FIFA meets to debate winter 2022 Qatar World Cup
ZURICH (AP) -- FIFA opened a two-day board meeting Thursday that will discuss whether to move the 2022 World Cup in Qatar from the traditional summer dates.
FIFA President Sepp Blatter has been pushing for a switch but will likely meet opposition from Europe and the United States. They want FIFA to consult widely before agreeing to a change from the usual June-July slot to avoid the extreme heat in the tiny desert nation.
Officials from Asian and African confederations also said Thursday they have not yet talked formally about Blatter's proposed switch.
"We haven't had that discussion in (Africa),'' FIFA board member Hany Abo Rida of Egypt told The Associated Press. "We're waiting to hear the explanation from the FIFA executive.''
Blatter has raised the possibility of starting the tournament in November, while UEFA President Michel Platini prefers January.
A FIFA-appointed task force to study the potential impact of a change could be a compromise solution when the board examines the issue Friday.
Blatter said in August he would be "very much surprised, more than surprised'' if this board meeting did not reject the idea of playing the World Cup in the Qatari summer.
FIFA has said the 27-member executive committee will also consider the human rights of migrant workers involved in building stadiums, transport links and hotels in Qatar for the World Cup.
The Brussels-based International Trade Union Confederation is trying to step up pressure on FIFA, reminding Blatter that his organization failed in a November 2011 pledge to press Qatari authorities to improve working conditions and legal protection for up to 1.2 million foreign workers in the tiny emirate.
The Asian Football Confederation is also waiting to start formal talks on its position regarding the 2022 World Cup, general secretary Alex Soosay said Thursday.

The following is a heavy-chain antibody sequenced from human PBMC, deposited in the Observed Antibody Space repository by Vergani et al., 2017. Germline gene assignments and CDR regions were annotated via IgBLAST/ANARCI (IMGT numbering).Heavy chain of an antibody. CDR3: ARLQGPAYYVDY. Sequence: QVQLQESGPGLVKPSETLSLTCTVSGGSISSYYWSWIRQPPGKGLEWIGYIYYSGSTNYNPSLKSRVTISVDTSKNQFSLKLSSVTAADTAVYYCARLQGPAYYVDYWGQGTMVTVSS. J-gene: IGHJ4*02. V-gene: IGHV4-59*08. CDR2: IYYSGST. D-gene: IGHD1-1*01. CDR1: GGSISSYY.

European soccer leaders have been consulted and given cautious support for a switch to winter, preferring January-February.
At a UEFA meeting in Croatia last month, the 54 member countries handed Platini a mandate to support a move to winter, though many see major problems if FIFA ultimately decides on Blatter's suggestion of a November-December tournament.
Stronger opposition comes from Europe's influential leagues, clubs and players' unions. They have urged FIFA to take more time and insist on being consulted. England's Premier League has predicted chaos in trying to reorganize its schedules around a winter World Cup.
FIFA and Blatter have made a U-turn after spending two years insisting change was possible only if Qatar organizers themselves asked to move the dates.
On Wednesday, the Qatari organizing committee - which is not represented on the FIFA board - repeated its desire to host the tournament in the summer, though it is willing to meet FIFA's wishes.
"If the international football community reaches a consensus to move the event to an alternate date, we are able to accommodate that change,'' the Qatar 2022 committee said in a statement.
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